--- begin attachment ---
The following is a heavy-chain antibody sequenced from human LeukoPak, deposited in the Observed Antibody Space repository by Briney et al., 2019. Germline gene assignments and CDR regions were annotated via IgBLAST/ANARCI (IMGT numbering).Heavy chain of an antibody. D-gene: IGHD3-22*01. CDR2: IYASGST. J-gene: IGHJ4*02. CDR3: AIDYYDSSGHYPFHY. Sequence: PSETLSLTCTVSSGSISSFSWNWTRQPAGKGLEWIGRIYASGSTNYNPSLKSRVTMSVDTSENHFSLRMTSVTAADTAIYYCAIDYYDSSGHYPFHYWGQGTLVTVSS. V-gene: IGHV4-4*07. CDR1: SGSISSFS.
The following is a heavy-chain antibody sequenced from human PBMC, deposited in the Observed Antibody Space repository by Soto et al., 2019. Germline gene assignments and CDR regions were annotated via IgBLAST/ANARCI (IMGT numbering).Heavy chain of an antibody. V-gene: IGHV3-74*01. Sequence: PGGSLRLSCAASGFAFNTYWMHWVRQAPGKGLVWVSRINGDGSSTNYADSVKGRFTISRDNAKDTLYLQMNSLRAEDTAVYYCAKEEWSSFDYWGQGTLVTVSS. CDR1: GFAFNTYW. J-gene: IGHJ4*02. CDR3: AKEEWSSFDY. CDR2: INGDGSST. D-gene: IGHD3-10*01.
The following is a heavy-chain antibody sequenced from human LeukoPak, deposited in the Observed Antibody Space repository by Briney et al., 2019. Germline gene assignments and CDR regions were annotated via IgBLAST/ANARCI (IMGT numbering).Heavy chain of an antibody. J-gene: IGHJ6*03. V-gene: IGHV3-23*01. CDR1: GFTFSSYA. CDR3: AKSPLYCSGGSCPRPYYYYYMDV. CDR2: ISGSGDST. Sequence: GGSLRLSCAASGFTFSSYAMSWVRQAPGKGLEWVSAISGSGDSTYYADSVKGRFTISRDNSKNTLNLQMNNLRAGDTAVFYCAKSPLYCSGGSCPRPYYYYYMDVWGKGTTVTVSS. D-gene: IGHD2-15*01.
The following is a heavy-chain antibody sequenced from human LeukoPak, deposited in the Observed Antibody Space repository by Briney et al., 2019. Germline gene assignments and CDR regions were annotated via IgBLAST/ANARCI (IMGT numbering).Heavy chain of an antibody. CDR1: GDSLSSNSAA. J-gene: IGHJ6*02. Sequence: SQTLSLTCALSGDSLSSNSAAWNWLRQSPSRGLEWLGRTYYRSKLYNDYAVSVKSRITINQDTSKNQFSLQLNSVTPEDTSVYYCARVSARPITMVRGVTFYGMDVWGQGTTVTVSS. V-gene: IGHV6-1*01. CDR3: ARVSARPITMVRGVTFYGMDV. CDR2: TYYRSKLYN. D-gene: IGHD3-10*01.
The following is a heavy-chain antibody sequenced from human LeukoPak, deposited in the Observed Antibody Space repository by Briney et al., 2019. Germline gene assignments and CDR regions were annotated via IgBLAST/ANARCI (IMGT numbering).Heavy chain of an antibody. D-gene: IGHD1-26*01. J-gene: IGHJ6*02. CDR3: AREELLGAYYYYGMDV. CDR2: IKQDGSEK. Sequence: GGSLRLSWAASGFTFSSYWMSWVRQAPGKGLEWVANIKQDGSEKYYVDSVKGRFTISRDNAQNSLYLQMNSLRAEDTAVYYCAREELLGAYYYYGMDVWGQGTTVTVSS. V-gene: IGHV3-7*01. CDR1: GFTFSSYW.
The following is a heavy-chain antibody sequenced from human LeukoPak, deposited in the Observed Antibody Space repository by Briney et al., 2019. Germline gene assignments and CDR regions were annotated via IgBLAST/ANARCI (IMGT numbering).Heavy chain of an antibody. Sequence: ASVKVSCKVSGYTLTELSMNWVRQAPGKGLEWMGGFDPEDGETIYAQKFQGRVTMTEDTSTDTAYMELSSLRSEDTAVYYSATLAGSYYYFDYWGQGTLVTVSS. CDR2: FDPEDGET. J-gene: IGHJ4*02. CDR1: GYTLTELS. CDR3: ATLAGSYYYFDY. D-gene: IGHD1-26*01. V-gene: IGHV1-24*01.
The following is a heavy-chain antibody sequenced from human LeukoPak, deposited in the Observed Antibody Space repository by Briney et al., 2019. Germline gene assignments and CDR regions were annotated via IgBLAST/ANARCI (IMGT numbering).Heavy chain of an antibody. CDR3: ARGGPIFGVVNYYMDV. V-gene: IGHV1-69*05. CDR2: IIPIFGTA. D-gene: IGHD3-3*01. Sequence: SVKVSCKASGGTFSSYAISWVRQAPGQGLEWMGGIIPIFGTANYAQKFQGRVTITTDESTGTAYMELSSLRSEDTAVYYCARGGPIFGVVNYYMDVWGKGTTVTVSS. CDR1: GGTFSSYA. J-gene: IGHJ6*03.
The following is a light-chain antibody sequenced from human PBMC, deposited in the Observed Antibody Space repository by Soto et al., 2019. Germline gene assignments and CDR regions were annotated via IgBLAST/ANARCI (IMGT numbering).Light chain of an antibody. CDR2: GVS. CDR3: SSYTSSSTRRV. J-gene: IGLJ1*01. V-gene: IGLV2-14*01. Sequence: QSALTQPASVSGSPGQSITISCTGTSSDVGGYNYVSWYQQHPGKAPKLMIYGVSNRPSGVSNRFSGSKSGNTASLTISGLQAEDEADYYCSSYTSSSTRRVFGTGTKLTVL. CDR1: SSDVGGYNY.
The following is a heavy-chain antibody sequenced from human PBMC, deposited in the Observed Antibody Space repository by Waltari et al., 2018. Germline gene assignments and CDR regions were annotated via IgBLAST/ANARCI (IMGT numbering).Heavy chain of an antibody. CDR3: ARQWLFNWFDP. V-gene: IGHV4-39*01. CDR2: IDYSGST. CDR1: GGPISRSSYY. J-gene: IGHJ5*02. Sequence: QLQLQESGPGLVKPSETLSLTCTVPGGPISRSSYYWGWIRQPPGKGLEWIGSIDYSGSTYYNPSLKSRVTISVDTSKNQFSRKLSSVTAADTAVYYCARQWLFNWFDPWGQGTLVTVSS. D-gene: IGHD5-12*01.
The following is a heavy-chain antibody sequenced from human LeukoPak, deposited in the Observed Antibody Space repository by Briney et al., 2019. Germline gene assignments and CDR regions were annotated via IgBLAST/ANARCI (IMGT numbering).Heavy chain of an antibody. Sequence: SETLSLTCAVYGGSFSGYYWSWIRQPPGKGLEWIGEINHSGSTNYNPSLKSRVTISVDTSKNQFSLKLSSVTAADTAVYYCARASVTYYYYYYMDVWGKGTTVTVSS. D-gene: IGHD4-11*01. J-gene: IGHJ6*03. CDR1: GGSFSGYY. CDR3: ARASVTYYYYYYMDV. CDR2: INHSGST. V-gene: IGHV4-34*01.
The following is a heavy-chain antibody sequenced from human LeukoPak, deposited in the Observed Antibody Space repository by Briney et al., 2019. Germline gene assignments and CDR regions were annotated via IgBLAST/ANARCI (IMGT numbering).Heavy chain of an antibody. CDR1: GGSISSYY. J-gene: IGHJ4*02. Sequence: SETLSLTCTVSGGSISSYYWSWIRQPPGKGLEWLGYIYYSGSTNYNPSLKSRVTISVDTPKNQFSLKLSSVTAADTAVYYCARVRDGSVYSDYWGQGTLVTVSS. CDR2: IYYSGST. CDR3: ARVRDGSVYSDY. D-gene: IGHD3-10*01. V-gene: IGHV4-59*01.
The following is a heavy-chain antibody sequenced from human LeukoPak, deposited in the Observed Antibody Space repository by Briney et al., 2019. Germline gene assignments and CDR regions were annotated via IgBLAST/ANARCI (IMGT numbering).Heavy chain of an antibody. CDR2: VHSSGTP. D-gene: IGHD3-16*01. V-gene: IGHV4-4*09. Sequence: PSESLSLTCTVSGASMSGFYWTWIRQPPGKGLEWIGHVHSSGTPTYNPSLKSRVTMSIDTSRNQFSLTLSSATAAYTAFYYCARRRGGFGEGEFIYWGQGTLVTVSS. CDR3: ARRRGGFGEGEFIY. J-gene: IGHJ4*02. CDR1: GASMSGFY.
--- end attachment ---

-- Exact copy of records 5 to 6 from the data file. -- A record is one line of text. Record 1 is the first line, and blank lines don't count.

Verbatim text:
The following is a heavy-chain antibody sequenced from human LeukoPak, deposited in the Observed Antibody Space repository by Briney et al., 2019. Germline gene assignments and CDR regions were annotated via IgBLAST/ANARCI (IMGT numbering).Heavy chain of an antibody. D-gene: IGHD1-26*01. J-gene: IGHJ6*02. CDR3: AREELLGAYYYYGMDV. CDR2: IKQDGSEK. Sequence: GGSLRLSWAASGFTFSSYWMSWVRQAPGKGLEWVANIKQDGSEKYYVDSVKGRFTISRDNAQNSLYLQMNSLRAEDTAVYYCAREELLGAYYYYGMDVWGQGTTVTVSS. V-gene: IGHV3-7*01. CDR1: GFTFSSYW.
The following is a heavy-chain antibody sequenced from human LeukoPak, deposited in the Observed Antibody Space repository by Briney et al., 2019. Germline gene assignments and CDR regions were annotated via IgBLAST/ANARCI (IMGT numbering).Heavy chain of an antibody. Sequence: ASVKVSCKVSGYTLTELSMNWVRQAPGKGLEWMGGFDPEDGETIYAQKFQGRVTMTEDTSTDTAYMELSSLRSEDTAVYYSATLAGSYYYFDYWGQGTLVTVSS. CDR2: FDPEDGET. J-gene: IGHJ4*02. CDR1: GYTLTELS. CDR3: ATLAGSYYYFDY. D-gene: IGHD1-26*01. V-gene: IGHV1-24*01.